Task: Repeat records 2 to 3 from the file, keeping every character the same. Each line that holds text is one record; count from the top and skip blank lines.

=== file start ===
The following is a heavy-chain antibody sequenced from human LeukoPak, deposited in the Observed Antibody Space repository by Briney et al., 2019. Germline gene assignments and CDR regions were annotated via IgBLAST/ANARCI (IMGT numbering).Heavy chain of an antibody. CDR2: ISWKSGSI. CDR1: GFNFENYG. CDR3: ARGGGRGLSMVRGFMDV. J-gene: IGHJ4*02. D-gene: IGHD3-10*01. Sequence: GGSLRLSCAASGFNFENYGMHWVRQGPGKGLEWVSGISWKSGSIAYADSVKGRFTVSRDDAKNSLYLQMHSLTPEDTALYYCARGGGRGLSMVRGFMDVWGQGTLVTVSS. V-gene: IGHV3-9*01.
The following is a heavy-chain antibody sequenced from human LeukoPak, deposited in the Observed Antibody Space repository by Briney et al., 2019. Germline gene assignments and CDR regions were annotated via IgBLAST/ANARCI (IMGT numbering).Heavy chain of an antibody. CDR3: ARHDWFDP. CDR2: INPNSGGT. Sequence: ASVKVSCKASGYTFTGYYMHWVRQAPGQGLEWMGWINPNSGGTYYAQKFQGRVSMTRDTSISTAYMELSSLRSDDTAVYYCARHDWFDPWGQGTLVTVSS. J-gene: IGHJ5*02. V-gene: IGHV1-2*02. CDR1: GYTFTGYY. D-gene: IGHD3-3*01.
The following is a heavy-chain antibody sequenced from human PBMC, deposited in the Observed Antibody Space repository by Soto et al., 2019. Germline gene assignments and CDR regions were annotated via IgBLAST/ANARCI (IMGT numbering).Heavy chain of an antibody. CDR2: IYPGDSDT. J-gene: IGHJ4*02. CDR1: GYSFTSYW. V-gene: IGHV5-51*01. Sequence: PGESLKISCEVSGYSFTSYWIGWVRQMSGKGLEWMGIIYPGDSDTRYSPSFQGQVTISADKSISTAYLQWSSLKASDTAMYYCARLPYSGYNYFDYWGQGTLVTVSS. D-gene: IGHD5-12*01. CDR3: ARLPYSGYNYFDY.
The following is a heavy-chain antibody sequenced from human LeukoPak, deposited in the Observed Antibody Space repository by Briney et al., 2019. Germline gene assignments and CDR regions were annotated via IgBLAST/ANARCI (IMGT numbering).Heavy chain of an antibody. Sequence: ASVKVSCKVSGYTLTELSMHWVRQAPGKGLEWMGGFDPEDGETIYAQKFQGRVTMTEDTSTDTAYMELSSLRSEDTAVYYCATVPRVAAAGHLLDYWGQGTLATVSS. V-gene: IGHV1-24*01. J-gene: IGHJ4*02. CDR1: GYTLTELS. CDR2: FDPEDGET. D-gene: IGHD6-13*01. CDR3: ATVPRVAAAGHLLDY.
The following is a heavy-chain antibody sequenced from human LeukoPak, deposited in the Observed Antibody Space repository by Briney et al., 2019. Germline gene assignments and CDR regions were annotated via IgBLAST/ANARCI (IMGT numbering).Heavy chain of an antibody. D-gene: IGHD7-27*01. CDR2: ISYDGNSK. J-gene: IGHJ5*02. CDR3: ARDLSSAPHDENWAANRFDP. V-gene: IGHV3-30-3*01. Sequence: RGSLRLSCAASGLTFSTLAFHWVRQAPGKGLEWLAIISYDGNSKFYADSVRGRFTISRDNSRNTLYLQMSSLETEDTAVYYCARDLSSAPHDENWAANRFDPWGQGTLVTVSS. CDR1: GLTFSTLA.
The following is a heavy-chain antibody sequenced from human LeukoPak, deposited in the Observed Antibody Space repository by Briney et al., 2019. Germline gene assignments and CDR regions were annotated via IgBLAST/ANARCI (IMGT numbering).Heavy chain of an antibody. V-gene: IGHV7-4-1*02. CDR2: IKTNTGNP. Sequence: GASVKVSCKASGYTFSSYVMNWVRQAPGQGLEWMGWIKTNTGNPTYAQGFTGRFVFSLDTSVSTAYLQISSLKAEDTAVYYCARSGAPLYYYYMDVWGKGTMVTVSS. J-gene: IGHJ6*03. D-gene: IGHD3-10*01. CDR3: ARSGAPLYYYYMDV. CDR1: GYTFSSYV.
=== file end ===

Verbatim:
The following is a heavy-chain antibody sequenced from human LeukoPak, deposited in the Observed Antibody Space repository by Briney et al., 2019. Germline gene assignments and CDR regions were annotated via IgBLAST/ANARCI (IMGT numbering).Heavy chain of an antibody. CDR3: ARHDWFDP. CDR2: INPNSGGT. Sequence: ASVKVSCKASGYTFTGYYMHWVRQAPGQGLEWMGWINPNSGGTYYAQKFQGRVSMTRDTSISTAYMELSSLRSDDTAVYYCARHDWFDPWGQGTLVTVSS. J-gene: IGHJ5*02. V-gene: IGHV1-2*02. CDR1: GYTFTGYY. D-gene: IGHD3-3*01.
The following is a heavy-chain antibody sequenced from human PBMC, deposited in the Observed Antibody Space repository by Soto et al., 2019. Germline gene assignments and CDR regions were annotated via IgBLAST/ANARCI (IMGT numbering).Heavy chain of an antibody. CDR2: IYPGDSDT. J-gene: IGHJ4*02. CDR1: GYSFTSYW. V-gene: IGHV5-51*01. Sequence: PGESLKISCEVSGYSFTSYWIGWVRQMSGKGLEWMGIIYPGDSDTRYSPSFQGQVTISADKSISTAYLQWSSLKASDTAMYYCARLPYSGYNYFDYWGQGTLVTVSS. D-gene: IGHD5-12*01. CDR3: ARLPYSGYNYFDY.